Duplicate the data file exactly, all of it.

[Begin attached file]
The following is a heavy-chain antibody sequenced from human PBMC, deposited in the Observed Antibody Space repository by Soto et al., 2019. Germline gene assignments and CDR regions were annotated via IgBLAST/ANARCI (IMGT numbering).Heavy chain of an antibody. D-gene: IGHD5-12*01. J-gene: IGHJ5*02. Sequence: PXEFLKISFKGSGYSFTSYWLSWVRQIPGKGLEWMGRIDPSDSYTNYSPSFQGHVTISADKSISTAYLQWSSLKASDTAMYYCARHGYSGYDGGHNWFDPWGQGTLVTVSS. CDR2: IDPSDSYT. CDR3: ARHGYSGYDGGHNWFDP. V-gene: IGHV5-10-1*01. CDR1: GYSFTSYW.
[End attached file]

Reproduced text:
The following is a heavy-chain antibody sequenced from human PBMC, deposited in the Observed Antibody Space repository by Soto et al., 2019. Germline gene assignments and CDR regions were annotated via IgBLAST/ANARCI (IMGT numbering).Heavy chain of an antibody. D-gene: IGHD5-12*01. J-gene: IGHJ5*02. Sequence: PXEFLKISFKGSGYSFTSYWLSWVRQIPGKGLEWMGRIDPSDSYTNYSPSFQGHVTISADKSISTAYLQWSSLKASDTAMYYCARHGYSGYDGGHNWFDPWGQGTLVTVSS. CDR2: IDPSDSYT. CDR3: ARHGYSGYDGGHNWFDP. V-gene: IGHV5-10-1*01. CDR1: GYSFTSYW.